Iford Estate aims to become an exemplar landscape restoration project.
Their ambitious plans will see about 800 hectares of land permanently dedicated to nature recovery.
The Estate aims to create bigger, better and more joined up habitats by creating and restoring chalk grassland, woodland, scrub and floodplain grassland, encompassing the whole landscape.
Carefully designed and located habitats will allow species to move across the Estate and colonise new areas, and will provide a reservoir of biodiversity to spread out over the surrounding areas.
However Iford Estate will still be producing food, deliberately allocating the best quality land to remain as arable land, the more marginal land will be once again used for low-intensity grazing, with the environment as the focus, not the livestock.
The expectation is to see large increases in the sort of rare species already seen in small areas of the farm, as well as lots of new ones.
The farm will become a haven for biodiversity and a reservoir from which it can spread out across the South Downs.
Biodiversity Net Gain (BNG) is the principle vehicle for delivering the investment to implement the changes, but as other forms of Natural Capital funding become available these will be explored as well.
The Estate has launched a dedicated website to promote and market these opportunities to developers and investors.
Situated just outside Lewes at the Eastern end of the South Downs National Park, Iford has a diverse and inspirational landscape.
On a macro scale, the Lewes Brooks beside the river Ouse often floods, providing wetland birds with exceptional quality habitats.
The greensand ridge and spring-line villages sit at the foot of the Downs but off the floodplain, providing fertile arable land that has been farmed for millennia.
The chalk scarps of the Downs themselves are visible from far and wide and help define the landscape of this part of the National Park, with breath-taking views of the Ouse Valley and the coastline, and beyond the scarp slope rolling steep sided valleys provide a characteristic downland landscape.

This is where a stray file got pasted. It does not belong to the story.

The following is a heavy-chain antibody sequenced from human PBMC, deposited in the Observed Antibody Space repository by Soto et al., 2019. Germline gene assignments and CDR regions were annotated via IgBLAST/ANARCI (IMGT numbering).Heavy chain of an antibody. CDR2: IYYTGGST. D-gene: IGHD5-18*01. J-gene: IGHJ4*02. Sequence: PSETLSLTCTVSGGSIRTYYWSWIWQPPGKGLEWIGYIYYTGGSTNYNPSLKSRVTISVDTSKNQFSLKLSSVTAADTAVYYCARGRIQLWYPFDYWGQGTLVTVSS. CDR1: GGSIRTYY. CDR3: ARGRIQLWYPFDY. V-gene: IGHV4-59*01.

Separately, the secluded valley of Houndean Bottom immediately west of Lewes town is more wooded and is well known to the residents of Lewes who enjoy its tranquil beauty.
On a micro scale small areas of diverse habitat provide not only quiet places to stop and enjoy the views but also exceptional places for the rare species found on the Estate.
It is this combination of secluded intimate spaces and majestic landscapes which have inspired generations of artists and writers including Vanessa Bell, Duncan Grant, Virginia Woolf, Eric Ravilious and Rudyard Kipling.
Habitats and species
The Iford Estate has a well established reputation for important habitats.
Recent surveys have revealed over 1300 species present on the Estate, many with conservation status, including 155 species of birds of which 87 are of conservation concern.
The Lewes Brooks SSSI supports a wide range of invertebrates, including water beetles, several rare snails, flies and moths.
The rich habitat created on this part of the farm attracts a huge number and variety of birds including Lapwing.
The Iford Hill SSSI in the centre of the farm is particularly valued for its flora and is one of the few sites in the country where Round-headed Rampion flourishes.
It provides important areas of chalk grassland, a habitat which is becoming increasingly rare and one which supports a wealth of invertebrates including particularly threatened species such as the wart-biter cricket, the blue Adonis and small blue butterfly.
Other key species recorded at Iford include stone-curlew, quail, peregrine falcons, hobby, barn owl, hen harriers, Montagu’s harriers, merlin, corn buntings and wheatear.
Joseph Colgate Robinson, a Quaker and philanthropist, founded the Iford Estate in 1895 and was noted for his social responsibility; all employees and widows having a rent-free house for life being just one example.
Henry Colgate Robinson, the second generation farmer of Iford was a passionate and knowledgeable naturalist and conservationist who introduced environmentally sensitive farming methods.
John Robinson, the current owner, is the third generation to proudly farm in accordance with the values and principles established by his father and grandfather.
John’s goal is to hand over to his successors at Iford a place that his grandfather and father would both recognise and approve of.
He is supported by knowledgeable estate manager Ben Taylor who comes from a long line of farmers connected to the South Downs National Park.
Restoration Plan Maps
The Iford Estate’s restoration plan area for Biodiversity Net Gain (BNG) is in Houndean (map 1) with further BNG plans for the wider estate in the future (map 2).